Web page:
Wolfe's Pond Beach & Park is a 170 acre wooded parkland, with 20 acres set aside for swimming, rowboating, and daytime freshwater fishing. Salt water fishing is permitted from October to May. Facilities in this park include picnic grounds, outdoor fireplaces, and a model yacht pond.

Car parking, bus parking, and public transportation available. From the Staten Island Ferry Terminal take Bus S78 to the corner of Hylan Boulevard and Cornelia Avenue(42 minutes).

Location : Cornelia, Holten & Luten Aves on Raritan Bay
55. Fort Wadsworth

Underneath the Verrazanno Narrows Bridge lies one of the oldest military sites in the United States - Fort Wadswoth. Strategically located at the entrance to New York Harbor, Fort Wadsworth, guarded New York City for almost 200 years. Now inactive and managed by the National Park Service as part of the Gateway National Recreation Area, Fort Wadsworth was one of the most important military bases in the country for much of our nationfs history. In 1995, the last military tenant, the navy, departed and officially turned Fort Wadsworth over to the Department of the Interior. In 1997, Fort Wadsworth opened to the public as part of Gateway National Recreation Area.
Address : East end of Bay Street, near Verrazano Bridge
Hours : Wednesday - Sunday, 10:00 a.m. to 5:00 p.m. (Visitor Center)
56. Alice Austen House Museum & Garden

The Alice Austen House was built in 1690. In 1844 it was purchased by John Haggerty Austen, Alice Austen's grandfather, a well-to-do businessman, whose wife gave the house the name Clear Comfort.

John Austen's original intent was to use Clear Comfort as a summer home, but in 1852, following the illnesses and deaths of two infant sons, Austen moved his family from Manhattan to permanent residency on Staten Island. In the late 1860s Clear Comfort's most famous resident, Alice Austen (1866-1952), and her mother, Alice Cornell Austen, also moved into the family home after they had been abandoned by Alice's father.

Alice Austen would become one of America's earliest and most accomplished women photographers. Alice's devotion is evident in her photographs. Her home was frequently the backdrop and the subject of her images as she recorded in extensive and loving detail family members, visitors, and happy events.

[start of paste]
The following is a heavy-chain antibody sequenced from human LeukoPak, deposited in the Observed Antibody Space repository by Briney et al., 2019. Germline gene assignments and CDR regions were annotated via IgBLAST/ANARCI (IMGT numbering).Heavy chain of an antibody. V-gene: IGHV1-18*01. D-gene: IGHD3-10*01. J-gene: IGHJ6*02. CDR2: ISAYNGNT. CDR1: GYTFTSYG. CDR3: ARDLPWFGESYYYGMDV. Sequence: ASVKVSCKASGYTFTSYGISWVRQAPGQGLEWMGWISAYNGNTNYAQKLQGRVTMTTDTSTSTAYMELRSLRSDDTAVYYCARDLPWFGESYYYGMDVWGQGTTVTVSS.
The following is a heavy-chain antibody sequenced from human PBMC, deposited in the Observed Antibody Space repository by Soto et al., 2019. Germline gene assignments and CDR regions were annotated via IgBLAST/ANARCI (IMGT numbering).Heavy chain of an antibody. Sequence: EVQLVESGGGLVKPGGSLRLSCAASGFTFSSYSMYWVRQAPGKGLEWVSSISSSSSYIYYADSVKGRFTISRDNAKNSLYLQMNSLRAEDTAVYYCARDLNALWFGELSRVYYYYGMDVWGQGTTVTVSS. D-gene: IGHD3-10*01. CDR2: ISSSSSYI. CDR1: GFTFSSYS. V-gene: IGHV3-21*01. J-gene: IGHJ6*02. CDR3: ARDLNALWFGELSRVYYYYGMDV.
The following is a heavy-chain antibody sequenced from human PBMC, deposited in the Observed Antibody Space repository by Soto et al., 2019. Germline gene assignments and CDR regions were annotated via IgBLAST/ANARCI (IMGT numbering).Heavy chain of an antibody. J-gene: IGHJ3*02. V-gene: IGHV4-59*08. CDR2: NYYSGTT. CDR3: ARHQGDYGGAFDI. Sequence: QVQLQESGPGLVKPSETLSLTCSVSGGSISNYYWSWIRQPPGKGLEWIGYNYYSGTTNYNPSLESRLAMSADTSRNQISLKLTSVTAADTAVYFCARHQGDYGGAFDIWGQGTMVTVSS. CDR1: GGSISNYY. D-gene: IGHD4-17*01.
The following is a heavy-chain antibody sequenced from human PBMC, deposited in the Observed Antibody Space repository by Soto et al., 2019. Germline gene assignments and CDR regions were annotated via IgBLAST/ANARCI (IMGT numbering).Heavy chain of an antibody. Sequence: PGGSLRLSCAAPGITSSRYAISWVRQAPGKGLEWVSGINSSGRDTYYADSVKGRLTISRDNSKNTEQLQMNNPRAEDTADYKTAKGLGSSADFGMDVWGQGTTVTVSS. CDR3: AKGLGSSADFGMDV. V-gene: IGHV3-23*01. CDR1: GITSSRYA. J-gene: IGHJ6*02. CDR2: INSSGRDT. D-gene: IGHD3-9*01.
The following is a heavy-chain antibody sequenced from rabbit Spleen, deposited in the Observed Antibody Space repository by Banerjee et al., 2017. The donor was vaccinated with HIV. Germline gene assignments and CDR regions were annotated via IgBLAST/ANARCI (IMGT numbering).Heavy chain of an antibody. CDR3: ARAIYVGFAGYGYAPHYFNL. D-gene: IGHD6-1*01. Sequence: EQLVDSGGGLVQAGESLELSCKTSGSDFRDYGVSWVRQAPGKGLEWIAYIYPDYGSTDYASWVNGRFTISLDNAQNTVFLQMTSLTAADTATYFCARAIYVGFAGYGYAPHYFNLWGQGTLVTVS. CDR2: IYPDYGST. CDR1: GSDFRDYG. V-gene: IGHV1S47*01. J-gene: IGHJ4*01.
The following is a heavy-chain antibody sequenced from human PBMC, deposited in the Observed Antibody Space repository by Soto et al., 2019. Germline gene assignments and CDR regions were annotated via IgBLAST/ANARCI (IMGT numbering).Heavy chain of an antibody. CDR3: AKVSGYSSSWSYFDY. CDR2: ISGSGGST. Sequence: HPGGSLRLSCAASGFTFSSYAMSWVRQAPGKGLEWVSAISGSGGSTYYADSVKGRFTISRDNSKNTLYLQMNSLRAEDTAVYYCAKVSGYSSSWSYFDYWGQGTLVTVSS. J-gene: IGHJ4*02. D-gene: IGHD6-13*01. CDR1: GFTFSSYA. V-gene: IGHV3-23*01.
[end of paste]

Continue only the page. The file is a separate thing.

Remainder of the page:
Alice Austen spent most of her life at Clear Comfort until financial problems and illness forced her to move in 1945. In her absence, the house fell into disrepair until a group of concerned citizens saved it from demolition in the 1960's.

Restoration was begun in January 1984 and completed in April 1985. Because of its historic significance, the Alice Austen House was included in the National Register of Historic Places in 1970, was designated a New York City Landmark in 1971, and a National Historic Landmark in 1993.

Alice's own photographs of the interior and exterior of the house and grounds made an exact restoration possible-from the rustic post gate to the 1879 Statue of Liberty on the parlor mantelpiece (given by the American Committee for contributing to construction costs of the Statute's base).

Today, the Alice Austen House serves as a museum of Alice Austen's life and times. Located at the entrance to New York Harbor, the Alice Austen House is a reminder of the picturesque suburban "cottages" that dotted the shore and hills of 19th century Staten Island. The house and grounds recall the home as Alice knew it and a way of life that has passed into history.
Address : 2 Hylan Boulevard
Admission : A suggested donation of $2.00
Hours : Thursday through Sunday 12:00pm - 5:00pm
57. Staten Island Borough Hall

The Staten Island Borough Hall is located on Stuyvesant Street and Borough Place. It houses the Borough President's Office, offices of the Departments of Buildings and Transportation and other civic offices.